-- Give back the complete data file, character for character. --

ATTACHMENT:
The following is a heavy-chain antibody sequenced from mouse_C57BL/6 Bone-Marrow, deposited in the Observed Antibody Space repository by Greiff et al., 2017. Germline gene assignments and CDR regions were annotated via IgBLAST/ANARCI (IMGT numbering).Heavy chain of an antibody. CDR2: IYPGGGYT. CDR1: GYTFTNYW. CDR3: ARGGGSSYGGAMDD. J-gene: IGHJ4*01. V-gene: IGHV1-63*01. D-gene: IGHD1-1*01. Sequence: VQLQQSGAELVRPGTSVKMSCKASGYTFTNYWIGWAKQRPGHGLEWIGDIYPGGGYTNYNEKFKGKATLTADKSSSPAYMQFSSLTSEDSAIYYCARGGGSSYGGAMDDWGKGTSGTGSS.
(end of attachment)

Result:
The following is a heavy-chain antibody sequenced from mouse_C57BL/6 Bone-Marrow, deposited in the Observed Antibody Space repository by Greiff et al., 2017. Germline gene assignments and CDR regions were annotated via IgBLAST/ANARCI (IMGT numbering).Heavy chain of an antibody. CDR2: IYPGGGYT. CDR1: GYTFTNYW. CDR3: ARGGGSSYGGAMDD. J-gene: IGHJ4*01. V-gene: IGHV1-63*01. D-gene: IGHD1-1*01. Sequence: VQLQQSGAELVRPGTSVKMSCKASGYTFTNYWIGWAKQRPGHGLEWIGDIYPGGGYTNYNEKFKGKATLTADKSSSPAYMQFSSLTSEDSAIYYCARGGGSSYGGAMDDWGKGTSGTGSS.